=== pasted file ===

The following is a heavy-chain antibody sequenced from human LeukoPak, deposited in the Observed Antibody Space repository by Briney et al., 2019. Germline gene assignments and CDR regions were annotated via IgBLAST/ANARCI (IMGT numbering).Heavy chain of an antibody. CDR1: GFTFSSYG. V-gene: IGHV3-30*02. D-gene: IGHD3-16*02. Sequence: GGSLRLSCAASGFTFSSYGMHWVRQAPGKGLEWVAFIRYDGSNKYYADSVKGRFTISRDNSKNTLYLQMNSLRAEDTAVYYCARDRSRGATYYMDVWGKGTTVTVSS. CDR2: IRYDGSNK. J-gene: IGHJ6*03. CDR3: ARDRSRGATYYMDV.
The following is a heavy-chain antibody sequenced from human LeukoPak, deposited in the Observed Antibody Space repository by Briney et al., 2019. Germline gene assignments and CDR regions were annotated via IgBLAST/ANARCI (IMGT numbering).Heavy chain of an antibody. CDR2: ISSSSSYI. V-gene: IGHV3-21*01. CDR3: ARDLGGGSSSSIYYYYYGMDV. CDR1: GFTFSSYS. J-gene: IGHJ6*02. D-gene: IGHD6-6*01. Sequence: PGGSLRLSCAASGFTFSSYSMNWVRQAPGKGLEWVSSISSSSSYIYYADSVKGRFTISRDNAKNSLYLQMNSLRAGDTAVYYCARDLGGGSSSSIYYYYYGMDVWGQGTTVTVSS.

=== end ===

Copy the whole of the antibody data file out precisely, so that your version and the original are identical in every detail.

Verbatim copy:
The following is a heavy-chain antibody sequenced from human LeukoPak, deposited in the Observed Antibody Space repository by Briney et al., 2019. Germline gene assignments and CDR regions were annotated via IgBLAST/ANARCI (IMGT numbering).Heavy chain of an antibody. CDR1: GFTFSSYG. V-gene: IGHV3-30*02. D-gene: IGHD3-16*02. Sequence: GGSLRLSCAASGFTFSSYGMHWVRQAPGKGLEWVAFIRYDGSNKYYADSVKGRFTISRDNSKNTLYLQMNSLRAEDTAVYYCARDRSRGATYYMDVWGKGTTVTVSS. CDR2: IRYDGSNK. J-gene: IGHJ6*03. CDR3: ARDRSRGATYYMDV.
The following is a heavy-chain antibody sequenced from human LeukoPak, deposited in the Observed Antibody Space repository by Briney et al., 2019. Germline gene assignments and CDR regions were annotated via IgBLAST/ANARCI (IMGT numbering).Heavy chain of an antibody. CDR2: ISSSSSYI. V-gene: IGHV3-21*01. CDR3: ARDLGGGSSSSIYYYYYGMDV. CDR1: GFTFSSYS. J-gene: IGHJ6*02. D-gene: IGHD6-6*01. Sequence: PGGSLRLSCAASGFTFSSYSMNWVRQAPGKGLEWVSSISSSSSYIYYADSVKGRFTISRDNAKNSLYLQMNSLRAGDTAVYYCARDLGGGSSSSIYYYYYGMDVWGQGTTVTVSS.